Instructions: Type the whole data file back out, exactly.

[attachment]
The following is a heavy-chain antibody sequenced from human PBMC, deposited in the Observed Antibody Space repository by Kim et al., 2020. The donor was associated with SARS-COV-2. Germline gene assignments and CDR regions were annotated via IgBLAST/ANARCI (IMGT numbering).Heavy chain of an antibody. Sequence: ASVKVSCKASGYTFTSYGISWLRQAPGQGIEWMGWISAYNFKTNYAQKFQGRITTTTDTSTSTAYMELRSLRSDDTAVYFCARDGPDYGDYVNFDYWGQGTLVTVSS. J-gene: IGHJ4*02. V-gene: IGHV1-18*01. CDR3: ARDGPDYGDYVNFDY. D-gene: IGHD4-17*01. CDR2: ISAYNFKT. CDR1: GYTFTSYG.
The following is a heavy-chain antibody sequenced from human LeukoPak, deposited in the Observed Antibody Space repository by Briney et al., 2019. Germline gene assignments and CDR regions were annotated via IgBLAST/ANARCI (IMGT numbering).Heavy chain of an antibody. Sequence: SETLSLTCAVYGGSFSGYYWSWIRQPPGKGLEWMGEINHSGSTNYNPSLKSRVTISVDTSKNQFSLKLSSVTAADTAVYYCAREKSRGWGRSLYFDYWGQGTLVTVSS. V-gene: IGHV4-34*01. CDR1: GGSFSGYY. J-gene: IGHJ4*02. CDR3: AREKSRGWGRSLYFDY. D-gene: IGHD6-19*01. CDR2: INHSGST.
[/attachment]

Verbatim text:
The following is a heavy-chain antibody sequenced from human PBMC, deposited in the Observed Antibody Space repository by Kim et al., 2020. The donor was associated with SARS-COV-2. Germline gene assignments and CDR regions were annotated via IgBLAST/ANARCI (IMGT numbering).Heavy chain of an antibody. Sequence: ASVKVSCKASGYTFTSYGISWLRQAPGQGIEWMGWISAYNFKTNYAQKFQGRITTTTDTSTSTAYMELRSLRSDDTAVYFCARDGPDYGDYVNFDYWGQGTLVTVSS. J-gene: IGHJ4*02. V-gene: IGHV1-18*01. CDR3: ARDGPDYGDYVNFDY. D-gene: IGHD4-17*01. CDR2: ISAYNFKT. CDR1: GYTFTSYG.
The following is a heavy-chain antibody sequenced from human LeukoPak, deposited in the Observed Antibody Space repository by Briney et al., 2019. Germline gene assignments and CDR regions were annotated via IgBLAST/ANARCI (IMGT numbering).Heavy chain of an antibody. Sequence: SETLSLTCAVYGGSFSGYYWSWIRQPPGKGLEWMGEINHSGSTNYNPSLKSRVTISVDTSKNQFSLKLSSVTAADTAVYYCAREKSRGWGRSLYFDYWGQGTLVTVSS. V-gene: IGHV4-34*01. CDR1: GGSFSGYY. J-gene: IGHJ4*02. CDR3: AREKSRGWGRSLYFDY. D-gene: IGHD6-19*01. CDR2: INHSGST.